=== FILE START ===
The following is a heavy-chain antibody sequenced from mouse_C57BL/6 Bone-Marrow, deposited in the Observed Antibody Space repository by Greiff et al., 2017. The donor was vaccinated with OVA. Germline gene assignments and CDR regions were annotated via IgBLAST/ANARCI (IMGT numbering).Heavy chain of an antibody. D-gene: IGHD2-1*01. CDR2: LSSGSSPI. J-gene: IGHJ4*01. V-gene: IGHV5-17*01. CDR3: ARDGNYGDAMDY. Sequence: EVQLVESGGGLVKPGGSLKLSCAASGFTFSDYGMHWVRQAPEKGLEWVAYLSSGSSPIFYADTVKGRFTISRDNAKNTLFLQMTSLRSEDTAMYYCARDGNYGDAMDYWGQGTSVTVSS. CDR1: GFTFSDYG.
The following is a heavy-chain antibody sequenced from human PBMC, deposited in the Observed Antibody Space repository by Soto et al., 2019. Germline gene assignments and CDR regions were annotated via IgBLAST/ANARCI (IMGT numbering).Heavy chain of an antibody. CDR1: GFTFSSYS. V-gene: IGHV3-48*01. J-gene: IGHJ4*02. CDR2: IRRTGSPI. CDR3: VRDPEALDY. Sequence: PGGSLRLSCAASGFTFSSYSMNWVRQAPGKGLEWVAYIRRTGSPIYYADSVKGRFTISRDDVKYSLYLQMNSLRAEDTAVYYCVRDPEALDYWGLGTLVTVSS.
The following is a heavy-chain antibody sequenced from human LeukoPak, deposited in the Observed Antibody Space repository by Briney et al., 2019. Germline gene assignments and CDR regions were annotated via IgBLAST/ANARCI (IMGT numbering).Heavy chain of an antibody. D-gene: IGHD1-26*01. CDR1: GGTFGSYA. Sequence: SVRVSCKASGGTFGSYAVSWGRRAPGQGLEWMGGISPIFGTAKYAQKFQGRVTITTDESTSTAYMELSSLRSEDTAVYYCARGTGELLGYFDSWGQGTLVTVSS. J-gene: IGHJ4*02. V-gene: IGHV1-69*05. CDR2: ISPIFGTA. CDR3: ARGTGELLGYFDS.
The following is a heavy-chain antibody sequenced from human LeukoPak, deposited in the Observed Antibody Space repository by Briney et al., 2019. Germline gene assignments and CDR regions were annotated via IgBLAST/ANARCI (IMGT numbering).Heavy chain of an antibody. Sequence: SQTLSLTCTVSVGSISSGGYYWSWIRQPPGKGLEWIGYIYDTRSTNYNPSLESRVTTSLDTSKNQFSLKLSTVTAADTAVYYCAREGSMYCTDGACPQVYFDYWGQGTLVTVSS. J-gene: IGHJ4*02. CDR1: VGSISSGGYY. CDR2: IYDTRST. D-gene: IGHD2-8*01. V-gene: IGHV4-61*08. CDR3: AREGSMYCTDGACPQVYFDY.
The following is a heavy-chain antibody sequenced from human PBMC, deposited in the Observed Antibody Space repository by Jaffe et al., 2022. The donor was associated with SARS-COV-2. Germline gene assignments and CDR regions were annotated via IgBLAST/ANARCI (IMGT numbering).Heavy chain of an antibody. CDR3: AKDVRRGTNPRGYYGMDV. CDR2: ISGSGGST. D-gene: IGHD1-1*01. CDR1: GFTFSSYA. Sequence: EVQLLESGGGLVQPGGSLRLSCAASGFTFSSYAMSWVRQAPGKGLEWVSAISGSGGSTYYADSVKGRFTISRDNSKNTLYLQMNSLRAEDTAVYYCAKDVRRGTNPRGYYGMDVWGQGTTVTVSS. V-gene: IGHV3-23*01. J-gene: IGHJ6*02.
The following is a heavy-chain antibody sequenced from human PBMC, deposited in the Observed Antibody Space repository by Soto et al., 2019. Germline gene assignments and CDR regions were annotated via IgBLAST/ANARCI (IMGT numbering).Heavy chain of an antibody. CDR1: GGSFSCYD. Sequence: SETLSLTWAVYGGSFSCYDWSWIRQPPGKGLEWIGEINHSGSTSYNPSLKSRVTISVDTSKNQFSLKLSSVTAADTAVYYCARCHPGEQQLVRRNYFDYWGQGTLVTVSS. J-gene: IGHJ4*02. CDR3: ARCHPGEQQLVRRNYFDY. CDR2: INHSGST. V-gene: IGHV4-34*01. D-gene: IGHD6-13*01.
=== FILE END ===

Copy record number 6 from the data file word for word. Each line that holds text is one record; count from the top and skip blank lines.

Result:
The following is a heavy-chain antibody sequenced from human PBMC, deposited in the Observed Antibody Space repository by Soto et al., 2019. Germline gene assignments and CDR regions were annotated via IgBLAST/ANARCI (IMGT numbering).Heavy chain of an antibody. CDR1: GGSFSCYD. Sequence: SETLSLTWAVYGGSFSCYDWSWIRQPPGKGLEWIGEINHSGSTSYNPSLKSRVTISVDTSKNQFSLKLSSVTAADTAVYYCARCHPGEQQLVRRNYFDYWGQGTLVTVSS. J-gene: IGHJ4*02. CDR3: ARCHPGEQQLVRRNYFDY. CDR2: INHSGST. V-gene: IGHV4-34*01. D-gene: IGHD6-13*01.